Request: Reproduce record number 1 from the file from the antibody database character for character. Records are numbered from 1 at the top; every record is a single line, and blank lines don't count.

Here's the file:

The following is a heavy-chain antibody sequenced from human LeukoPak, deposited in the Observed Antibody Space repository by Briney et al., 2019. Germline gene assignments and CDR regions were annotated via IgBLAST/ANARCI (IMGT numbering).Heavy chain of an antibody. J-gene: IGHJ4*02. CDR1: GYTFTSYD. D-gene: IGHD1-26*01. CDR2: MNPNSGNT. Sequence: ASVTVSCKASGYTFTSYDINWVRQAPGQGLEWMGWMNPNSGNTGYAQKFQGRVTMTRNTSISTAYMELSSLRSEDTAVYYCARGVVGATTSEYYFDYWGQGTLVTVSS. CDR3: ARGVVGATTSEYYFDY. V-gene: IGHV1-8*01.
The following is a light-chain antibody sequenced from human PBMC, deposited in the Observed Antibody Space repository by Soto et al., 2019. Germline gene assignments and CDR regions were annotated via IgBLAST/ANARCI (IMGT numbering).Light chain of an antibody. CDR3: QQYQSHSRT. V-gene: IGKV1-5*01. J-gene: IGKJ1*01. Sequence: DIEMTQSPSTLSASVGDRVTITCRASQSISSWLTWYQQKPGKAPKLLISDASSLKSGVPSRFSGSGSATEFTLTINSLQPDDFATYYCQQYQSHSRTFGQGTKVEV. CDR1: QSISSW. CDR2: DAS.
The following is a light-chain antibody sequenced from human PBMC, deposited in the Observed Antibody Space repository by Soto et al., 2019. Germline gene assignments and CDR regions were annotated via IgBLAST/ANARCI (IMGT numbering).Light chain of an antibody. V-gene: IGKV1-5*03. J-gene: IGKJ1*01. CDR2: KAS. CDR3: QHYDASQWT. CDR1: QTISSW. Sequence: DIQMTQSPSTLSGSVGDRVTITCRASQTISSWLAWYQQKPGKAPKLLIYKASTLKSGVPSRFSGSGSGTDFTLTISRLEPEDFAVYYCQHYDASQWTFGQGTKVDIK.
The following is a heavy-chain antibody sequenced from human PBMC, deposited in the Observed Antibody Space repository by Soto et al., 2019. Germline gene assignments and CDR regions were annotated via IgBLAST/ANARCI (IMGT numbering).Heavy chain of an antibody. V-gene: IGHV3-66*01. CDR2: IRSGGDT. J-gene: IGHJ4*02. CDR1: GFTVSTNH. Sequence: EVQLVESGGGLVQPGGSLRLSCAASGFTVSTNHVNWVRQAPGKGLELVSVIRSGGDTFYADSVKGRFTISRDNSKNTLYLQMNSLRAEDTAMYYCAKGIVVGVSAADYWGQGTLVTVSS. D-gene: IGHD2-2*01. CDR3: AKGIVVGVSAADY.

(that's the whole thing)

The following is a heavy-chain antibody sequenced from human LeukoPak, deposited in the Observed Antibody Space repository by Briney et al., 2019. Germline gene assignments and CDR regions were annotated via IgBLAST/ANARCI (IMGT numbering).Heavy chain of an antibody. J-gene: IGHJ4*02. CDR1: GYTFTSYD. D-gene: IGHD1-26*01. CDR2: MNPNSGNT. Sequence: ASVTVSCKASGYTFTSYDINWVRQAPGQGLEWMGWMNPNSGNTGYAQKFQGRVTMTRNTSISTAYMELSSLRSEDTAVYYCARGVVGATTSEYYFDYWGQGTLVTVSS. CDR3: ARGVVGATTSEYYFDY. V-gene: IGHV1-8*01.